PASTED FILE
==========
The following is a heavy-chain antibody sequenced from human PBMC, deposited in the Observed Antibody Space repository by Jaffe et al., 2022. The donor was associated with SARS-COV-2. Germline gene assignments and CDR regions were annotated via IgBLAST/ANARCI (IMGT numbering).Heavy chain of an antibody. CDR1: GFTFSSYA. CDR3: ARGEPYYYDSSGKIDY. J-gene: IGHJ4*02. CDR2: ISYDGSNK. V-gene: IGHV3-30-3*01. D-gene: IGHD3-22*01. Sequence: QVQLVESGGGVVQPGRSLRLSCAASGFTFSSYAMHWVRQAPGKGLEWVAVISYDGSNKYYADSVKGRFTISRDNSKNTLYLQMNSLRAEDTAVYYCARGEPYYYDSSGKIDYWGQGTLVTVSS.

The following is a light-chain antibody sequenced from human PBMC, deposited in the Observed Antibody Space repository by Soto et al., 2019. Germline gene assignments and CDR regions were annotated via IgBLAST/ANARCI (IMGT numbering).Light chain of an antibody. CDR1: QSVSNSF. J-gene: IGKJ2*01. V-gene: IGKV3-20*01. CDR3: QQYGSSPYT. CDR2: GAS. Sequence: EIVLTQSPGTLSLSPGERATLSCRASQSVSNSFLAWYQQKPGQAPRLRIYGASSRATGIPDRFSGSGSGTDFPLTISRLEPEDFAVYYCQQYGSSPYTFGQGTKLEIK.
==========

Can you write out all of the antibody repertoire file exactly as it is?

The following is a heavy-chain antibody sequenced from human PBMC, deposited in the Observed Antibody Space repository by Jaffe et al., 2022. The donor was associated with SARS-COV-2. Germline gene assignments and CDR regions were annotated via IgBLAST/ANARCI (IMGT numbering).Heavy chain of an antibody. CDR1: GFTFSSYA. CDR3: ARGEPYYYDSSGKIDY. J-gene: IGHJ4*02. CDR2: ISYDGSNK. V-gene: IGHV3-30-3*01. D-gene: IGHD3-22*01. Sequence: QVQLVESGGGVVQPGRSLRLSCAASGFTFSSYAMHWVRQAPGKGLEWVAVISYDGSNKYYADSVKGRFTISRDNSKNTLYLQMNSLRAEDTAVYYCARGEPYYYDSSGKIDYWGQGTLVTVSS.

The following is a light-chain antibody sequenced from human PBMC, deposited in the Observed Antibody Space repository by Soto et al., 2019. Germline gene assignments and CDR regions were annotated via IgBLAST/ANARCI (IMGT numbering).Light chain of an antibody. CDR1: QSVSNSF. J-gene: IGKJ2*01. V-gene: IGKV3-20*01. CDR3: QQYGSSPYT. CDR2: GAS. Sequence: EIVLTQSPGTLSLSPGERATLSCRASQSVSNSFLAWYQQKPGQAPRLRIYGASSRATGIPDRFSGSGSGTDFPLTISRLEPEDFAVYYCQQYGSSPYTFGQGTKLEIK.